Sexual Misconduct Policy


Lewis University Sexual Misconduct Policy

Lewis University does not tolerate sexual misconduct of any type. Our Catholic, Lasallian tradition sees each and every human as created in the image of God, full of dignity and worth. Sexual misconduct is a serious affront to one’s dignity as a person. Sexual misconduct includes but is not limited to sexual harassment, non-consensual sexual intercourse, non-consensual sexual contact and sexual exploitation, as defined below.

Consent: What is it and what does it “look” like?

Consent is a clear, knowing and voluntary positive agreement between participants to engage in specific sexual activity.

  • Consent is active, NOT passive. Silence, in and of itself, CANNOT be interpreted as consent.
  • Consent CAN be given by words or actions, as long as those words or actions create mutually understandable permission regarding conditions of sexual activity.
  • Consent can be withdrawn at any time by all parties involved.
  • Consent must be clear and unambiguous. While it may be awkward talking about your expectations it may lead to a positive experience.

What is NOT consent?

Consent cannot be procured by use of physical force, compelling threats, intimidating behavior, or coercion. When sexual activity takes place those participating individuals must be capable of controlling their physical actions and capable of making rational, reasonable decisions about their sexual behavior.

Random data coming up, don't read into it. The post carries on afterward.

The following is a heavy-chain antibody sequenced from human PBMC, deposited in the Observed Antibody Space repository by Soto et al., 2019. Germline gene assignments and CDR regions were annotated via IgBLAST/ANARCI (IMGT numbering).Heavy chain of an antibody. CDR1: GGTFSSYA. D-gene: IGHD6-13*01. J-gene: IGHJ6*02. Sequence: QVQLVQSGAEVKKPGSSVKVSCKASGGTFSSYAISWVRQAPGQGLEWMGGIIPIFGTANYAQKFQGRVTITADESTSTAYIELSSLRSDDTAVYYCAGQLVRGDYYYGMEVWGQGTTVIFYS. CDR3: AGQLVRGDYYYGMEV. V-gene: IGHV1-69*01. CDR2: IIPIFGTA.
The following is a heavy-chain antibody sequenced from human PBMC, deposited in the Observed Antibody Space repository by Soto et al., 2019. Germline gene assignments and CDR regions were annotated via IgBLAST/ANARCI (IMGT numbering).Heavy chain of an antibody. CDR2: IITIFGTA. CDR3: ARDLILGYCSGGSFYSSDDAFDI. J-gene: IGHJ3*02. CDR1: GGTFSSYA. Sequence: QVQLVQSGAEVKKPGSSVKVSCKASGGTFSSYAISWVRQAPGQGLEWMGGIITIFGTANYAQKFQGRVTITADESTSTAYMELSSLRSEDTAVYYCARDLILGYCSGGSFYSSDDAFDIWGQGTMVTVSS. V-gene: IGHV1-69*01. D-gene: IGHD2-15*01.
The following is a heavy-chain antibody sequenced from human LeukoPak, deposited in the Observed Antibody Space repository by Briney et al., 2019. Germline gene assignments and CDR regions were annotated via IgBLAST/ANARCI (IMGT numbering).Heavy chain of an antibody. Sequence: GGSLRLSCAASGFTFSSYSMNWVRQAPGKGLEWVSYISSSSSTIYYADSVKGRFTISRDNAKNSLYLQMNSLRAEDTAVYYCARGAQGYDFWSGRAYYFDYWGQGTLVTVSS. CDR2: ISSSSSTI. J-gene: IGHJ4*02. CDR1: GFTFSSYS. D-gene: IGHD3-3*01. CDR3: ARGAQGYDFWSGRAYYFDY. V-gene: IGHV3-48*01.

• Coercive behavior differs from seductive behavior based on the type of pressure someone uses to get consent from another.
  • Consent to a specific sexual act does not imply consent to other sexual acts.
  • When someone makes clear to you that they do NOT want sex, which they want to stop, or that they do not want to go past a certain point of sexual interaction continued pressure beyond that point can be coercive.
  • Previous relationships, current relationships, or prior consent does not imply consent
  • In order to give consent one must be of legal age

Consent and Alcohol

*It is important to note that if you have sexual activity with someone who you know to be, or should know to be, mentally or physically incapacitated because of alcohol and or other drug use, you are in violation of the sexual misconduct policy. Use of alcohol and other drugs will never function to excuse behavior that violates this policy.

Consent vs. Nonconsent

Invisible line, width of the page